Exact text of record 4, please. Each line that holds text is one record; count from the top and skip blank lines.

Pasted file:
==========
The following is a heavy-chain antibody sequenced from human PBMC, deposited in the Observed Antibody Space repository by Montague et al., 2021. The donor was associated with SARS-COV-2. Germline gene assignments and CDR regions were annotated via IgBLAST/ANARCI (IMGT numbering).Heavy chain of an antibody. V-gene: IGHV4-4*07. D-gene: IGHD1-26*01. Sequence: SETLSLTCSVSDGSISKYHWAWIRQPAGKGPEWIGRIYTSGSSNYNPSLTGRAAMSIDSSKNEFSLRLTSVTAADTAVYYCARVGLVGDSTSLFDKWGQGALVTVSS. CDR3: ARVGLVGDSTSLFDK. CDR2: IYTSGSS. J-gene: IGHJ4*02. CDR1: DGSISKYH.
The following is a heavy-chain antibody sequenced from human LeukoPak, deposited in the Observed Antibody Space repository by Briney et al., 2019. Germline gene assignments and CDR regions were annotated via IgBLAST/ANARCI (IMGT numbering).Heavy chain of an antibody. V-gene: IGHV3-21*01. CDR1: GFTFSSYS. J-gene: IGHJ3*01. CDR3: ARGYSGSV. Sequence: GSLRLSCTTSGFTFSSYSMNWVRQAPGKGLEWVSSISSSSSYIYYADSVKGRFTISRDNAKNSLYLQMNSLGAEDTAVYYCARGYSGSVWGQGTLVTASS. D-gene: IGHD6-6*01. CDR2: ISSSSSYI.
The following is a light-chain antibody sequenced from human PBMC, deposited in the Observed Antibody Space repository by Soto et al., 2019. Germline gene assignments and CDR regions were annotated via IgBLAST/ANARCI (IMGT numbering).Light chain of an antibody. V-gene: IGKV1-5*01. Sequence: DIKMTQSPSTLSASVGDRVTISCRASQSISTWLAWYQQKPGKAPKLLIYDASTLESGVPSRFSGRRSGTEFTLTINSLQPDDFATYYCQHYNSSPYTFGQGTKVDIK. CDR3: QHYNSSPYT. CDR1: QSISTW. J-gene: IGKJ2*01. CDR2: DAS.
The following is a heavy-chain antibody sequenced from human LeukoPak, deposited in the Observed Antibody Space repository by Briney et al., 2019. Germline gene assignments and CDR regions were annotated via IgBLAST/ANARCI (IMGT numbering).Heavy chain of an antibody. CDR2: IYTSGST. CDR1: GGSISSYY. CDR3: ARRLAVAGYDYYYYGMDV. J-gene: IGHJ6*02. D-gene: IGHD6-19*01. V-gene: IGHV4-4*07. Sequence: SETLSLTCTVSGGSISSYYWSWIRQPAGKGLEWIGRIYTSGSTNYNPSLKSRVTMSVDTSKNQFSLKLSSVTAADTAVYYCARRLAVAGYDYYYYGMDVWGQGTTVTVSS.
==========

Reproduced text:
The following is a heavy-chain antibody sequenced from human LeukoPak, deposited in the Observed Antibody Space repository by Briney et al., 2019. Germline gene assignments and CDR regions were annotated via IgBLAST/ANARCI (IMGT numbering).Heavy chain of an antibody. CDR2: IYTSGST. CDR1: GGSISSYY. CDR3: ARRLAVAGYDYYYYGMDV. J-gene: IGHJ6*02. D-gene: IGHD6-19*01. V-gene: IGHV4-4*07. Sequence: SETLSLTCTVSGGSISSYYWSWIRQPAGKGLEWIGRIYTSGSTNYNPSLKSRVTMSVDTSKNQFSLKLSSVTAADTAVYYCARRLAVAGYDYYYYGMDVWGQGTTVTVSS.